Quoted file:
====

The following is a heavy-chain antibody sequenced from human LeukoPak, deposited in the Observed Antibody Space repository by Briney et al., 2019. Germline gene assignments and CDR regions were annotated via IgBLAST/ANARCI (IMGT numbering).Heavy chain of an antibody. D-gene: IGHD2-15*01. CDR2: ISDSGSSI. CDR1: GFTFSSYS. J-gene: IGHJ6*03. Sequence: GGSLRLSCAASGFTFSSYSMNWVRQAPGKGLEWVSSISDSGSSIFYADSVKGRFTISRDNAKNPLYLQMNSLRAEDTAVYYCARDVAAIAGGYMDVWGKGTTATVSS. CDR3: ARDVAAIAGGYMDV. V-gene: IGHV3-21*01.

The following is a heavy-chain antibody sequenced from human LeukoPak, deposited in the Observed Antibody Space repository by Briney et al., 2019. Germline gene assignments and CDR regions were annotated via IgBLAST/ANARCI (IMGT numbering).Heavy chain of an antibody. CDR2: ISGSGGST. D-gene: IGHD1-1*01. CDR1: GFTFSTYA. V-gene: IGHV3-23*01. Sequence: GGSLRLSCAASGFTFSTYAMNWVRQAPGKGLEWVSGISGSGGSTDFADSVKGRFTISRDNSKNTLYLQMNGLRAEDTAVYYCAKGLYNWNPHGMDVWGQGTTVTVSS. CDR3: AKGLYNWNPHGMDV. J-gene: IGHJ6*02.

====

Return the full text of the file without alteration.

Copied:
The following is a heavy-chain antibody sequenced from human LeukoPak, deposited in the Observed Antibody Space repository by Briney et al., 2019. Germline gene assignments and CDR regions were annotated via IgBLAST/ANARCI (IMGT numbering).Heavy chain of an antibody. D-gene: IGHD2-15*01. CDR2: ISDSGSSI. CDR1: GFTFSSYS. J-gene: IGHJ6*03. Sequence: GGSLRLSCAASGFTFSSYSMNWVRQAPGKGLEWVSSISDSGSSIFYADSVKGRFTISRDNAKNPLYLQMNSLRAEDTAVYYCARDVAAIAGGYMDVWGKGTTATVSS. CDR3: ARDVAAIAGGYMDV. V-gene: IGHV3-21*01.

The following is a heavy-chain antibody sequenced from human LeukoPak, deposited in the Observed Antibody Space repository by Briney et al., 2019. Germline gene assignments and CDR regions were annotated via IgBLAST/ANARCI (IMGT numbering).Heavy chain of an antibody. CDR2: ISGSGGST. D-gene: IGHD1-1*01. CDR1: GFTFSTYA. V-gene: IGHV3-23*01. Sequence: GGSLRLSCAASGFTFSTYAMNWVRQAPGKGLEWVSGISGSGGSTDFADSVKGRFTISRDNSKNTLYLQMNGLRAEDTAVYYCAKGLYNWNPHGMDVWGQGTTVTVSS. CDR3: AKGLYNWNPHGMDV. J-gene: IGHJ6*02.